Just over two months ago, I wrote about how the Las Vegas Raiders need Josh McDaniels and Dave Ziegler to remain an audacious duo. The need for the head coach and general manager, respectively, to be bold is strong as they’re remaking the image of the Silver and Black to their liking. Yes, that includes signing Jimmy Garoppolo.
But let me tell you this: I’m glad they weren’t supremely dauntless. There’s a fine line between intrepid and reckless. And it was relieving to see the Raiders under Ziegler and McDaniels display intelligence.
What am I referring to?
Las Vegas’ exploration of trading up to the No. 1 pick in the NFL Draft is bold. Leaping from the seventh overall spot to the premier selection would’ve been as audacious a move as the Raiders could’ve executed. Yet, the Chicago Bears price tag for the golden ticket was downright exorbitant:
- 2023 first-round pick
- 2023 second-round pick
- Two future first-round picks
- A future second-round pick.
The price was too steep for the Raiders…
Outlandish is one way to sum up that haul. Ludicrous is another. According to The Athletic, Ziegler explored, but quickly decided that window shopping was good enough after hearing the prohibitive cost. The Carolina Panthers, on the other hand, met the asking price by sending their 2023 first- and second-round selections, a 2024 first-rounder, a 2025 second-rounder, and wide receiver D.J. Moore to the Windy City. Moore, taken with the 24th overall pick in the 2018 draft, is essentially the substitute for the future first-round pick.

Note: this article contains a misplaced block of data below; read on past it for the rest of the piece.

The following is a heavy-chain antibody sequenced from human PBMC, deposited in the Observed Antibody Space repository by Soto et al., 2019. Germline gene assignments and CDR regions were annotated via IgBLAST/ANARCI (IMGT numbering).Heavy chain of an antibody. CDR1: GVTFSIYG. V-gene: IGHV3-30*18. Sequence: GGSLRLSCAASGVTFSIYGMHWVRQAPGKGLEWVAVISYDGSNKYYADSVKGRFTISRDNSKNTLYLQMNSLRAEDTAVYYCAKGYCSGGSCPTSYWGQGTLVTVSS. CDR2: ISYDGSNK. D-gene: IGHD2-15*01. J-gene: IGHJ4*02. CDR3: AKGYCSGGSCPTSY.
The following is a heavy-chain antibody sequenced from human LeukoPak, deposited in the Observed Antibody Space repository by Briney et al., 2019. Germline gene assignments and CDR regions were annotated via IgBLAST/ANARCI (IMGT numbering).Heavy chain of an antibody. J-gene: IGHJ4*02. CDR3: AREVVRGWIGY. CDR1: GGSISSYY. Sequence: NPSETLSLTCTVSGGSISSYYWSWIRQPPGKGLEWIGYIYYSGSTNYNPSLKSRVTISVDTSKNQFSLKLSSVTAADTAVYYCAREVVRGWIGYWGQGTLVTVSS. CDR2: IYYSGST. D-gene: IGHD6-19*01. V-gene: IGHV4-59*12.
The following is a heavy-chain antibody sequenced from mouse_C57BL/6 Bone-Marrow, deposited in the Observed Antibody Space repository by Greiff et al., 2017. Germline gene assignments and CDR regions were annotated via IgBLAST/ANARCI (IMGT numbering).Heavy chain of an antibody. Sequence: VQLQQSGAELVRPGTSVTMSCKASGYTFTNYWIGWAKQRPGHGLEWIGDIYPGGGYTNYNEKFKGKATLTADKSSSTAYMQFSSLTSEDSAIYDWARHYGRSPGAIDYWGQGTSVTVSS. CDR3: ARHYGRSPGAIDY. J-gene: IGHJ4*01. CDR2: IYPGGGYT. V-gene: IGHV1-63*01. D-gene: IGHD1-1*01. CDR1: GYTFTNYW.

Fortunately for Raider Nation, the team didn’t mortgage its future by parting with premium draft picks to jump up six spots. One can argue the swap would be worth it because it gives Las Vegas a pick of their quarterback prospect litter — presuming, naturally, of course, that the first overall pick this April would be a signal caller. But losing valuable draft capital that could turn into multiple starters would be detrimental for a Raiders team led by the build-through-the-draft-minded Ziegler. It’s best to keep the picks and invest in a number of rookies who can develop in the desert.
And that’s what Ziegler did.
Keep the picks, gain another one (a third-rounder, pick No. 100) by trading for oft-injured but stud tight end Darren Waller, and ink a familiar veteran in free agency. And thus, Jimmy Garoppolo…
Ziegler and McDaniels charted a proper course for the Silver and Black. Now it’s up for the GM (who has the final say on the Raiders’ roster) and the head honcho to get the team to a much better destination than the 6-11 season of 2022.
Say what you will about the choice the Raiders power duo made in Jimmy Garoppolo. The addition can be showered with praise and venom, with neither side being right or wrong. Because the roster still has its glaring holes, mainly on defense. And what propelled Jimmy G to a stellar record as a starting quarterback was buoyed by good defenses. When he arrived in San Francisco in 2017, the 49ers’ defense ranked: 25th, 28th, 8th, 17th, 9th, and the first-ranked unit in terms of points allowed in the six years Jimmy Garoppolo was in San Francisco.
In comparison, the Raiders haven’t deployed a top-10 defense in points allowed since 2002 (sixth overall).
Even the Patriot Way, which seems to be increasing by the minute in Las Vegas, was predicated on sound quarterback play backed by a competent defense.
It’s been over two decades since Raider Nation could use “competent” to describe the Raiders defense.
*Top Photo: Ethan Miller/Getty Images
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